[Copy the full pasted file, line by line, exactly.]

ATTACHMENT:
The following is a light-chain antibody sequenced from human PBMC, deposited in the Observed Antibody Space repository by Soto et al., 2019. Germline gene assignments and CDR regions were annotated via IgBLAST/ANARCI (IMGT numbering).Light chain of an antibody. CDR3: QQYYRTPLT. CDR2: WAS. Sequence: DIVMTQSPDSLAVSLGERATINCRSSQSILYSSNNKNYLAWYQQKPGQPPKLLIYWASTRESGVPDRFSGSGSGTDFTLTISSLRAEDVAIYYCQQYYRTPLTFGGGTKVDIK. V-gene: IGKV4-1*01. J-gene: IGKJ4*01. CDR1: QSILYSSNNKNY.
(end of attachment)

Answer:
The following is a light-chain antibody sequenced from human PBMC, deposited in the Observed Antibody Space repository by Soto et al., 2019. Germline gene assignments and CDR regions were annotated via IgBLAST/ANARCI (IMGT numbering).Light chain of an antibody. CDR3: QQYYRTPLT. CDR2: WAS. Sequence: DIVMTQSPDSLAVSLGERATINCRSSQSILYSSNNKNYLAWYQQKPGQPPKLLIYWASTRESGVPDRFSGSGSGTDFTLTISSLRAEDVAIYYCQQYYRTPLTFGGGTKVDIK. V-gene: IGKV4-1*01. J-gene: IGKJ4*01. CDR1: QSILYSSNNKNY.